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Secrets, lies and a question of belief

A Danish drama set in the world of social work paints an unbearable balancing act of competing harms

Noah Storm Otto, Christine Albeck Børge and Flora Ofelia Hofmann Lindahl in Cry Wolf. Photo: Channel 4/Walter

While I was away on my holidays a few weeks back, the New European team received a letter from Ian in Shropshire. He very kindly said he enjoyed my writing (thank you Ian!) but made the eminently reasonable point that I review mostly Netflix, to the exclusion of those who don’t use streaming services, but instead watch only free-to-view TV.

To explain my prejudice, it isn’t that I’m especially enamoured with Netflix or any other streaming giant, but rather that the purview of this column has become dedicated to new releases from mostly European countries.

Given the astonishing volume of content the likes of Netflix produces, there are often a few new European films or programmes to choose from each week, which is not true of free-to-view television.

That said, I think the more general purpose of my writing here should be to not only highlight what is new but also what is worthy of more attention or insight than it might otherwise receive – so while I’ll still be combing the streaming sites, I’ll be making more of an effort to keep an eye on terrestrial television, including those European gems I may have missed along the way.

One of the suggestions from this letter was the Danish eight-part series Cry Wolf, available to watch on All4. While this was indeed a perfect example of a striking European production that flew entirely under my radar, I can’t quite thank Ian for bringing it to my attention.

Here is one of those shows whose superiority, intelligence and suspense still do not add up to what you could call enjoyment. One of those I am glad to have seen and yet would struggle to recommend, one of those you are compelled to see through to the end but finish with more of a shudder than a sigh of contentment.

Bjarne Henrikson, a wonderful actor you may recognise from The Killing or Borgen, here plays Lars, a decent but weary social worker. Lars is called into
a school by a worried teacher who has read an alarming essay written by 14-year-old Holly (Flora Ofelia Hofmann Lindahl) describing domestic violence committed against her and her family by her stepfather, Simon (Peter Plaugborg). Holly’s little brother Theo (Noah Storm Otto), the biological child of Simon, has his arm in a cast, but fervently denies that his father has done anything wrong. So too does Dea, the mother of the two children (Christine Albeck Børge), and in fact Dea is perhaps the first indication that this story will not be an easy one to predict, that the varying and totally divergent accounts will remain mysterious for much of this series.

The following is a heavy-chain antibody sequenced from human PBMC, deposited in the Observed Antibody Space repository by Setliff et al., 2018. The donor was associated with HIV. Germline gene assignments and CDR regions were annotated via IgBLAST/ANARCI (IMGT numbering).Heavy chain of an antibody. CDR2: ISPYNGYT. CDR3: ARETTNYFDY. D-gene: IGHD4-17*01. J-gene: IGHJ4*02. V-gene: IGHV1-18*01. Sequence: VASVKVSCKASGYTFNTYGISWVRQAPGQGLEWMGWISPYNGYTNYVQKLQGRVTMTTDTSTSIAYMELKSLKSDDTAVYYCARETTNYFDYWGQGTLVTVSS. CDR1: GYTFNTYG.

Dea is not who we think of as a typically victimised or delusional woman. She is a strong, capable presence, entirely loving and attentive both to her own children and those she looks after in her job at a kindergarten. She simply doesn’t seem the type to allow – tacitly or otherwise – the abuse of children. And yet she denies everything, tells Lars that Holly is troubled and has made the story up.

Lars is left with the unenviable job of deciphering who is credible and what are reasonable measures to take when children are potentially at risk from violence in the home, and potentially at risk of other dangers and grave emotional harm by being taken from their parents and into foster care.

It’s a harrowing programme, not because of graphic violence, but because of its chilling ghost – do we feel its latent presence or don’t we? Holly trembles with the concentrated adrenaline of a trapped animal when she describes her stepfather, so vivid and convincing that it would seem almost an act of violence in itself to disbelieve her (a genuinely stunning performance from this young actress).

But what then of the violence enacted by Lars and his mandated removal of the children, of wrenching a weeping Theo from his mother’s protective arms, when they both deny any danger and only long to be together?

It’s an unbearable balancing act of competing harms. This is true of so
much social work. When we see those worst-case scenarios that haunt the
collective consciousness – those where a child has been checked on by social
services, deemed safe enough, and who later goes on to be murdered by their trusted parent – we tend to think there is no level of precaution too
great. That each accusation must be investigated to its fullest extent. It’s a
kind of application of the utilitarian principle of doing the least harm to the greatest number of people, and when thought of only as life or death this is true enough, but when it comes to the reality, how many of us would happily hand over our children because of what we see as spurious claims, to bolster this principle?

Cry Wolf is not an easy show to watch, but it is uncomfortably illuminating on the intricacies of abuse and how its narratives so often fail to cohere.

There are no easy solutions or lessons to be learned, only a niggling sense that there may be no intuitive way to approach such things at all, only gruelling experience and effort, day-in, day-out, which still will sometimes fail.

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